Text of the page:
Catalina Island: Casino Point on Scuba

29 Dec

From an older blog June 2008, this one I originally titled “the black sea bass magnet”

It’s 3:45 am and my alarm clock goes off like some kid crying on an airplane. I can’t believe its time to get up already, any time before I do something fun I have a hard time sleeping and this was just another one of those times. It was twelve midnight when I finally had fallen asleep. Jesus the things I do for fun. Once a year I usually try to gather the “guppies” (my term for the noob scuba divers that work at the Aquarium) together to do a deep dive.  I generally don’t like scuba diving as much as freediving, I use it more as a tool for work to collect things that you can’t get on breath hold.  It’s just a pain in the ass to wear all that cumbersome gear, heavy tank on your back, hoses to get tangled in the kelp, and the dread of knowing you can only be under as long as that air lasts in your tank.  On the plus side I’ve seen some remarkable things while on scuba and every trip is a bit different.  I rub the sleep out of my eyes and gather up my scuba gear and head out to meet my friends at the landing.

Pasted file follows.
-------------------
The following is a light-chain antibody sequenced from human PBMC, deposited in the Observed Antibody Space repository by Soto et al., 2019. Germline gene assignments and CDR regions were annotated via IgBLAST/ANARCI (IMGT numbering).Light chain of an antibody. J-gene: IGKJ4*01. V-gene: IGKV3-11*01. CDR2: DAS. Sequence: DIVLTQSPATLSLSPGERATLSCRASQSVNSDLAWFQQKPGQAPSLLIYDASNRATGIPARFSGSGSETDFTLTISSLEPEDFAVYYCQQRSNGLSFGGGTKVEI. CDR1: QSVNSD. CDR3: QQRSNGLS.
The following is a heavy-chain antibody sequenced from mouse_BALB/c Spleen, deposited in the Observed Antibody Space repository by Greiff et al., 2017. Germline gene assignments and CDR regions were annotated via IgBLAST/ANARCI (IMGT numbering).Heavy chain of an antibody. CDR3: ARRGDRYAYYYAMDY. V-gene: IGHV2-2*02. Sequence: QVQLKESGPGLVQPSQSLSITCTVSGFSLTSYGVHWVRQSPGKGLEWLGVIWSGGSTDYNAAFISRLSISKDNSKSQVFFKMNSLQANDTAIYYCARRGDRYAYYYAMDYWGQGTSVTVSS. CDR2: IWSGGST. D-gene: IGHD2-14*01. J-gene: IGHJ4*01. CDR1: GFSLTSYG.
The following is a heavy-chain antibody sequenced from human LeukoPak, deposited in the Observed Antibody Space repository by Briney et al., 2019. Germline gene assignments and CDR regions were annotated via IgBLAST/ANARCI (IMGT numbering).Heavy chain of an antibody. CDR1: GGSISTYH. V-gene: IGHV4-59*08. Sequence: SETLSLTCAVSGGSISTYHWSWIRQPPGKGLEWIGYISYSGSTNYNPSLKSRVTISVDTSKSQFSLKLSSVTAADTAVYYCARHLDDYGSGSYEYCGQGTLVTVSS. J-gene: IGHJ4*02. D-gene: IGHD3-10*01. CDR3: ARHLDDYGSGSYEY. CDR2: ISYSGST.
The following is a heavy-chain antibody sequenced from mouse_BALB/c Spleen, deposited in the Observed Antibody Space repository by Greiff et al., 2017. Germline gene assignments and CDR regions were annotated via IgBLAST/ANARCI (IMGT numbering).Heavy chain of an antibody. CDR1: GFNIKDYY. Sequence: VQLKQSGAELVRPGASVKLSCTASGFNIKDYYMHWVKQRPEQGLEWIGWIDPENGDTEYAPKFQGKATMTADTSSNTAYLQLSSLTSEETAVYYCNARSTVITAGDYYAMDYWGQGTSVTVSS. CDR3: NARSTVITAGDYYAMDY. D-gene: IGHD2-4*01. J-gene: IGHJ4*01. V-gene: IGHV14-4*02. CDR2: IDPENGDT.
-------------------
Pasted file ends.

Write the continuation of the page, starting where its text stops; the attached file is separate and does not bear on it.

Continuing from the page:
Instead of the normal bumpy ride on my small boat, we find ourselves on a glass smooth ride on a gigantic catamaran, the Jet Cat.  Minutes later I’m snoring peacefully to the delight of my friends. One of my super hero powers is the ability to fall asleep at any place at any time, what a waste I wish it were the ability to become invisible or have adamantium claws or something cool like that.  The ride is uneventful and I luck out and don’t get cats or pig noses drawn on my face and as the engines wind down the changing sounds wakes me up.  A few hours later and we are bobbing in the middle of the ocean in the preserve at Casino Point (Avalon underwater park).